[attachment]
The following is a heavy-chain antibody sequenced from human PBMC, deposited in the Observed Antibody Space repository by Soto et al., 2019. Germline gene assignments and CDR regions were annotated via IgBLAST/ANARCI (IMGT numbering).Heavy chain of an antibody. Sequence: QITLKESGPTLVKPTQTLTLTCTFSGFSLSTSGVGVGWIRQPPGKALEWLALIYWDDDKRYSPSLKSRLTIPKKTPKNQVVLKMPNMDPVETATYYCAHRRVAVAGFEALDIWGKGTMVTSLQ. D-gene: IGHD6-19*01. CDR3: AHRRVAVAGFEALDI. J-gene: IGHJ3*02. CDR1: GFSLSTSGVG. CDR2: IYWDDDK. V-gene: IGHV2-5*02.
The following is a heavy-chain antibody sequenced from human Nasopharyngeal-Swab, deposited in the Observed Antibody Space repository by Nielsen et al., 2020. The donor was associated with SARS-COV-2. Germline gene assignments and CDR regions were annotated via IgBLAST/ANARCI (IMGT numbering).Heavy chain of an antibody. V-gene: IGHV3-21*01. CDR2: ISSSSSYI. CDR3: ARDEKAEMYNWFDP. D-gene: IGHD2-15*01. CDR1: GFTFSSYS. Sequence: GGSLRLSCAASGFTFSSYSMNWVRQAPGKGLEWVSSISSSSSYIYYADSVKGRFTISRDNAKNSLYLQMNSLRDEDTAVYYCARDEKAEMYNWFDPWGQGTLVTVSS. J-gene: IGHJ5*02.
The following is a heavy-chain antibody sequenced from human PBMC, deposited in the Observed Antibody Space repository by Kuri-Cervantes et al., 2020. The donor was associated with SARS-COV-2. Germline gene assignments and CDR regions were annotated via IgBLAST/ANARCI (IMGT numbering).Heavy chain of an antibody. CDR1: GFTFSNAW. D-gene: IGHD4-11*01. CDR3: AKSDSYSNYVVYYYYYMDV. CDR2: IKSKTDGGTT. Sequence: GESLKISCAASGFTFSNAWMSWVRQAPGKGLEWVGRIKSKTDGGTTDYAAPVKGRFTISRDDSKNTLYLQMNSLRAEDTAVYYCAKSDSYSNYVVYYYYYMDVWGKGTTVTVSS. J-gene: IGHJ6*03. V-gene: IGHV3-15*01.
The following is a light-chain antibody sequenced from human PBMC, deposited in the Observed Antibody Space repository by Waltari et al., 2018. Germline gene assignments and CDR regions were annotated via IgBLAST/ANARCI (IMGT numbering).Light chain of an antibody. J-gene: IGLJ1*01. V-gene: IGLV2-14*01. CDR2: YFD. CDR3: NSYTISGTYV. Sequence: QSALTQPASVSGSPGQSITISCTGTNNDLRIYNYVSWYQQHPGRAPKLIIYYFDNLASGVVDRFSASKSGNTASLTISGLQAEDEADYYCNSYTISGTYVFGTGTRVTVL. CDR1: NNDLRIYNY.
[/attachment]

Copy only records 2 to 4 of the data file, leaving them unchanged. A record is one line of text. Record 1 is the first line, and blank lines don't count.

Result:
The following is a heavy-chain antibody sequenced from human Nasopharyngeal-Swab, deposited in the Observed Antibody Space repository by Nielsen et al., 2020. The donor was associated with SARS-COV-2. Germline gene assignments and CDR regions were annotated via IgBLAST/ANARCI (IMGT numbering).Heavy chain of an antibody. V-gene: IGHV3-21*01. CDR2: ISSSSSYI. CDR3: ARDEKAEMYNWFDP. D-gene: IGHD2-15*01. CDR1: GFTFSSYS. Sequence: GGSLRLSCAASGFTFSSYSMNWVRQAPGKGLEWVSSISSSSSYIYYADSVKGRFTISRDNAKNSLYLQMNSLRDEDTAVYYCARDEKAEMYNWFDPWGQGTLVTVSS. J-gene: IGHJ5*02.
The following is a heavy-chain antibody sequenced from human PBMC, deposited in the Observed Antibody Space repository by Kuri-Cervantes et al., 2020. The donor was associated with SARS-COV-2. Germline gene assignments and CDR regions were annotated via IgBLAST/ANARCI (IMGT numbering).Heavy chain of an antibody. CDR1: GFTFSNAW. D-gene: IGHD4-11*01. CDR3: AKSDSYSNYVVYYYYYMDV. CDR2: IKSKTDGGTT. Sequence: GESLKISCAASGFTFSNAWMSWVRQAPGKGLEWVGRIKSKTDGGTTDYAAPVKGRFTISRDDSKNTLYLQMNSLRAEDTAVYYCAKSDSYSNYVVYYYYYMDVWGKGTTVTVSS. J-gene: IGHJ6*03. V-gene: IGHV3-15*01.
The following is a light-chain antibody sequenced from human PBMC, deposited in the Observed Antibody Space repository by Waltari et al., 2018. Germline gene assignments and CDR regions were annotated via IgBLAST/ANARCI (IMGT numbering).Light chain of an antibody. J-gene: IGLJ1*01. V-gene: IGLV2-14*01. CDR2: YFD. CDR3: NSYTISGTYV. Sequence: QSALTQPASVSGSPGQSITISCTGTNNDLRIYNYVSWYQQHPGRAPKLIIYYFDNLASGVVDRFSASKSGNTASLTISGLQAEDEADYYCNSYTISGTYVFGTGTRVTVL. CDR1: NNDLRIYNY.